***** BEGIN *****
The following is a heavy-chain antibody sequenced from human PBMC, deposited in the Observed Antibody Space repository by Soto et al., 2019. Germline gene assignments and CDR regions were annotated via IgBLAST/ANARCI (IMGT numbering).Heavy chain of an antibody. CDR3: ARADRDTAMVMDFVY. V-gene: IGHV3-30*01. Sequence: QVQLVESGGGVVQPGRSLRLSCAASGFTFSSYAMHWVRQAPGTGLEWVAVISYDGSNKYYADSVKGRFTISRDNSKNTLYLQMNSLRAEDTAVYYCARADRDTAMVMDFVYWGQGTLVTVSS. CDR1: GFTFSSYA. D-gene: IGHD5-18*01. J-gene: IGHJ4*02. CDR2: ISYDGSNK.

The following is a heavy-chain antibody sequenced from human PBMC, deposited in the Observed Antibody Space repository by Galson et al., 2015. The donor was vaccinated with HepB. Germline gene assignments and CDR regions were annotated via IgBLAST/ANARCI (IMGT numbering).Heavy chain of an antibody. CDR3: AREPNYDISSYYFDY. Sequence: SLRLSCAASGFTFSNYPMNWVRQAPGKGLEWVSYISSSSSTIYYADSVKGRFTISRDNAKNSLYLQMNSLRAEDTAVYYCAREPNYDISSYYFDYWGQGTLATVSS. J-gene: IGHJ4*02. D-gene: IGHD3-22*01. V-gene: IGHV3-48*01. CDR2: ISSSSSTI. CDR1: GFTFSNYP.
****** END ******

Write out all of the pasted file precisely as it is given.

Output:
The following is a heavy-chain antibody sequenced from human PBMC, deposited in the Observed Antibody Space repository by Soto et al., 2019. Germline gene assignments and CDR regions were annotated via IgBLAST/ANARCI (IMGT numbering).Heavy chain of an antibody. CDR3: ARADRDTAMVMDFVY. V-gene: IGHV3-30*01. Sequence: QVQLVESGGGVVQPGRSLRLSCAASGFTFSSYAMHWVRQAPGTGLEWVAVISYDGSNKYYADSVKGRFTISRDNSKNTLYLQMNSLRAEDTAVYYCARADRDTAMVMDFVYWGQGTLVTVSS. CDR1: GFTFSSYA. D-gene: IGHD5-18*01. J-gene: IGHJ4*02. CDR2: ISYDGSNK.

The following is a heavy-chain antibody sequenced from human PBMC, deposited in the Observed Antibody Space repository by Galson et al., 2015. The donor was vaccinated with HepB. Germline gene assignments and CDR regions were annotated via IgBLAST/ANARCI (IMGT numbering).Heavy chain of an antibody. CDR3: AREPNYDISSYYFDY. Sequence: SLRLSCAASGFTFSNYPMNWVRQAPGKGLEWVSYISSSSSTIYYADSVKGRFTISRDNAKNSLYLQMNSLRAEDTAVYYCAREPNYDISSYYFDYWGQGTLATVSS. J-gene: IGHJ4*02. D-gene: IGHD3-22*01. V-gene: IGHV3-48*01. CDR2: ISSSSSTI. CDR1: GFTFSNYP.